Booktrope, $15.95, ISBN 978-1-62015-670-4
Historical Romance, 2015
In my review of the author’s previous book, I mentioned the annoyance of having to pay for a more expensive trade paperback format when a cheaper Kindle version is not available to me due to geographical restriction. Well, the annoyance has turned to acute pain when it comes to The Duke I’m Going to Marry, because I’ve paid $15,95 for a tale of two people who insist that the other person is too good for him or her, culminating in the heroine pulling off the tired and dreaded “I will never believe that he loves me even if he does everything nice and lovable because he doesn’t say the L word, so it’s time for THE SELF-PITYING WOE IS ME DUMMY BOO-BOO FEST!” nonsense. Given the deplorable currency exchange rate at this time, my pain cuts deep, deep inside.
Daffodil Farthingale – Dillie to everyone – is vexed by the presence of Ian Markham, the Duke of Edgeware, in her life because he’s a notorious rake that constantly manages to make her grit her teeth with his nonsense. And then, there is that one time when he kisses her while under the assumption that she was one of his floozies… okay, that was hot, but ooh, how he vexes her! When the story opens, she finds Ian wounded outside her window one fine night, and she ends up taking him in and gets her uncle to help him recover, Well, he spends a week at her place, so some drama breaks out over Dillie’s supposedly lost virtue, and naturally, the best thing to do when faced with such a situation is to leave town. Ian shows up again, because he’s actually a spy and Dillie’s sisters are married to his spy buddies, so it’s not long before Dillie gets dragged into some pretty standard and not very exciting “When Dukes Play as Spies” stuff.
The Duke I’m Going to Marry has many, many commonly done tropes, but unlike My Fair Lily, this one just trots them out and leaves them flapping in the wind as if they are laundry someone has forgotten to take back inside. Worse, they are some of the most dire tropes around.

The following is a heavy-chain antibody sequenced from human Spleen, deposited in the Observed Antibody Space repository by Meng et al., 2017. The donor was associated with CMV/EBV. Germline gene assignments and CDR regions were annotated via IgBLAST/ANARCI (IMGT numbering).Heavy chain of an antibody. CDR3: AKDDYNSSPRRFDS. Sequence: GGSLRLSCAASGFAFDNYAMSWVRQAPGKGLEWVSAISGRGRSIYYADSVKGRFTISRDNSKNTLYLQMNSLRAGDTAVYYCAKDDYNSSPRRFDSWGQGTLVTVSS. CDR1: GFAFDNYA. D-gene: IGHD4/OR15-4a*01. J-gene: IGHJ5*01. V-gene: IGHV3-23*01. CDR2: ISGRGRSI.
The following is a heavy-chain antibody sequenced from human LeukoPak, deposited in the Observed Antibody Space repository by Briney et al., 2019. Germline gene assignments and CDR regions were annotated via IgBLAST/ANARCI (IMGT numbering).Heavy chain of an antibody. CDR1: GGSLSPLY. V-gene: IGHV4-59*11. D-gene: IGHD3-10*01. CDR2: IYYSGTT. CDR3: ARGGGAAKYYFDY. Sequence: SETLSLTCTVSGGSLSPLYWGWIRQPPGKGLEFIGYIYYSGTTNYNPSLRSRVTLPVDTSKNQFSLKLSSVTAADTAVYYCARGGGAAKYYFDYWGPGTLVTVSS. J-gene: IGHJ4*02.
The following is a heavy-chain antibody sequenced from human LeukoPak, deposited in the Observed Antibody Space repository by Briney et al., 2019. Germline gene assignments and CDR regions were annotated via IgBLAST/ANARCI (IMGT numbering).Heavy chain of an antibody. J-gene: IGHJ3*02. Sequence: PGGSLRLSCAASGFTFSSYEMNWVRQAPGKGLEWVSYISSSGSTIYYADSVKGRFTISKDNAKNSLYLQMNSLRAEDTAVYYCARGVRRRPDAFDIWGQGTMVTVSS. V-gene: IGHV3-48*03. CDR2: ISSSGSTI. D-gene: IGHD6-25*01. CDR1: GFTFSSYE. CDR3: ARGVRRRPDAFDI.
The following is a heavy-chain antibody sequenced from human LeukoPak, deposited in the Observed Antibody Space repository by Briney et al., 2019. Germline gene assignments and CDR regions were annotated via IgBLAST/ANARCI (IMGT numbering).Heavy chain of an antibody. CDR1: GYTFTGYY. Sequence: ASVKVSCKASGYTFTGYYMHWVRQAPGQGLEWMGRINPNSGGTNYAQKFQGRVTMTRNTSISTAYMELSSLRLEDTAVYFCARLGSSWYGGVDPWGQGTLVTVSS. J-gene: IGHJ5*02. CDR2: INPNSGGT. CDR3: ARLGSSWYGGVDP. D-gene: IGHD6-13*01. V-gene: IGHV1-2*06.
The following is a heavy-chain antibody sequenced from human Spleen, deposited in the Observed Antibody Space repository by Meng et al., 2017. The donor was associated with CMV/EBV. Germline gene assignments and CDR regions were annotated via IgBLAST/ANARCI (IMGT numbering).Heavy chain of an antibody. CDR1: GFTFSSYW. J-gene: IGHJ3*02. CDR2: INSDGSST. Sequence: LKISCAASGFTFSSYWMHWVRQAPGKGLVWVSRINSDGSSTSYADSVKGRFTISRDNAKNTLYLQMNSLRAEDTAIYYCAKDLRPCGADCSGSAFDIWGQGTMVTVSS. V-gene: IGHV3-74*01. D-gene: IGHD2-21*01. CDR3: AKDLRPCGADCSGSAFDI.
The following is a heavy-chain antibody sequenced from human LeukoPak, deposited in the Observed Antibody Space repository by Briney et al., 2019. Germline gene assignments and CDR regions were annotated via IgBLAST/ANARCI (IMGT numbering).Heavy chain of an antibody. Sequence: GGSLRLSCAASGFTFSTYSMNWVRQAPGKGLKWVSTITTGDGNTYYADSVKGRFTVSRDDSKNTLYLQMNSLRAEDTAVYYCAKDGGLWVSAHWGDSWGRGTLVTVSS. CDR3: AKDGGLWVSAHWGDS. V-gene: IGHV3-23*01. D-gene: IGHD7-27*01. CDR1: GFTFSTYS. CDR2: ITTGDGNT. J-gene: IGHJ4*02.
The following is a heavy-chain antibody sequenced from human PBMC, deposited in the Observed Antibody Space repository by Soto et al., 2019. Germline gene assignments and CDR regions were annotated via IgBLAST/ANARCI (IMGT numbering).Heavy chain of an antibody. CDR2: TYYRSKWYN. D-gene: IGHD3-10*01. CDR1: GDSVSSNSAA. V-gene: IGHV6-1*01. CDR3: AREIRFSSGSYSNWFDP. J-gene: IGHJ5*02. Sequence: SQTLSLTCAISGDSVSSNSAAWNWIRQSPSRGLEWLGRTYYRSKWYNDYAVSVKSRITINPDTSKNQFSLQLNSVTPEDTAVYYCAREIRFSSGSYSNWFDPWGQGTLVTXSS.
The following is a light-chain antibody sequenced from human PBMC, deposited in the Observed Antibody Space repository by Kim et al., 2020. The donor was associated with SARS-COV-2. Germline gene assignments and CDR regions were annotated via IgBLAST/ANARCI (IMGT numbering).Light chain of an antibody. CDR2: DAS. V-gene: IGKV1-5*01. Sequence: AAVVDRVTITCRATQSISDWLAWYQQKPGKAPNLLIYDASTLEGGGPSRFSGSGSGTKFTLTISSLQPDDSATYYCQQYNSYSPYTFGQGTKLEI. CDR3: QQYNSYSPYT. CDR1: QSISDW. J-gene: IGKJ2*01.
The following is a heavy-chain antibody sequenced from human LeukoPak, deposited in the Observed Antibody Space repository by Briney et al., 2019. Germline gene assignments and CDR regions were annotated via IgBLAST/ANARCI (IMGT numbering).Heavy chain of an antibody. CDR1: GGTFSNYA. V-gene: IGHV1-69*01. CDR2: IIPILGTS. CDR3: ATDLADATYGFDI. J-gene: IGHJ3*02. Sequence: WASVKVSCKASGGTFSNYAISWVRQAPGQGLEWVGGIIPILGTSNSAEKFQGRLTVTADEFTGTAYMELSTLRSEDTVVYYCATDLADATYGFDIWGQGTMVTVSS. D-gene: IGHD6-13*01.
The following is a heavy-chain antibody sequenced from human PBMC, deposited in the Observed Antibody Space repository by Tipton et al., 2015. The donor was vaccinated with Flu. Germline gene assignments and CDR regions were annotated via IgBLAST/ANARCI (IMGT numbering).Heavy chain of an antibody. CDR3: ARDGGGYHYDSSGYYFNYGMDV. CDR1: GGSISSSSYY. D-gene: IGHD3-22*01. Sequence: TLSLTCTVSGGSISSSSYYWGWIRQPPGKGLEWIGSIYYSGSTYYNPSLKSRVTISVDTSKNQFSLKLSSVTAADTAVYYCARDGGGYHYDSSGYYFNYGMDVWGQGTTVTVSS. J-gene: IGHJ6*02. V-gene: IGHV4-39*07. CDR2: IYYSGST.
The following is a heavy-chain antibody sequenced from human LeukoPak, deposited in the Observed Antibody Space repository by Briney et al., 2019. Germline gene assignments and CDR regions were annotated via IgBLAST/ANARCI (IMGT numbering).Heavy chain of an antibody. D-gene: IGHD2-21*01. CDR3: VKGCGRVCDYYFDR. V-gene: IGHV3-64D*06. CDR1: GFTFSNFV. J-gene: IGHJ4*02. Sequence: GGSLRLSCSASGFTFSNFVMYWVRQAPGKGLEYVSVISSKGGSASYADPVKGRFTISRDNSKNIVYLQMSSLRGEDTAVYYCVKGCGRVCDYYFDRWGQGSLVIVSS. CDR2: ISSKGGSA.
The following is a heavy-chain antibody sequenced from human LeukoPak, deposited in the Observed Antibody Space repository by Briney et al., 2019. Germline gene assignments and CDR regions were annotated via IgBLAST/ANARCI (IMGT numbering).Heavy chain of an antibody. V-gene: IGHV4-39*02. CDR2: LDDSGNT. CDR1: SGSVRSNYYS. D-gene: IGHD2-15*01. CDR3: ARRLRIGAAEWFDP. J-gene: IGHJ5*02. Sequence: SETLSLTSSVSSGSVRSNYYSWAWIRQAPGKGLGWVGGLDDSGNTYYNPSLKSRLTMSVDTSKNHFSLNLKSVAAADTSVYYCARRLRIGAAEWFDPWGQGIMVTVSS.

Ian will never, ever marry! First, it’s because he doesn’t want a cheating spouse – somehow he knows that all women would cheat eventually. No, later he would claim that marriage would be horrible because both partners would lose that old magical feeling and start seeing other people. No, no, later it’s because he has a horrible past that makes him unworthy of Dillie. And then, after some great sex, he decides that he’s going to marry Dillie after all.
While I’m so glad that a heroine’s honey pot has once again stopped a man from whinging and whining like an overwrought drama student, Dillie ramps up her own nonsense to make up for the hero’s lack of silly drama. As you can probably guess, she’s not okay with marrying someone she doesn’t love, but she’s okay with having premarital sex with someone she has finer feelings for, without caring for potential repercussions of her actions. She will constantly act like Ian will never, ever love her even if his actions often suggest otherwise, so she will never, ever accept his proposal. For his own good, of course, but in the meantime, putting out is still fine because virtuous selfless heroines love to give the milk away for free to any thirsty hot guys that get their charitable hormones all fired up. She also starts shedding tears and crying to herself every time she imagines Ian as this gloriously noble and suffering hero inside her head, to the point that I start to wonder whether she’s demented.
By the time I reach the last chapter, Dillie and James have been reduced to overwrought monologues complete with italicized sentences for maximum drama. Both of them act as if the other person is the most amazing, noble, virtuous, and inspiring person ever for having endured what is, in their minds, the most horrible suffering ever. In truth, he is a wealthy fellow surrounded by friends who adore him and stick by him. It’s the same with Dillie. There is never any moment when these two are the wounded lone wolves greatly wronged by the world like they seem to think they are.
At the end of the day, these two are just being long-winded and melodramatic, and the real victim is me, for having been subjected to their nonsense – nonsense that I paid $15,95 for, ugh.
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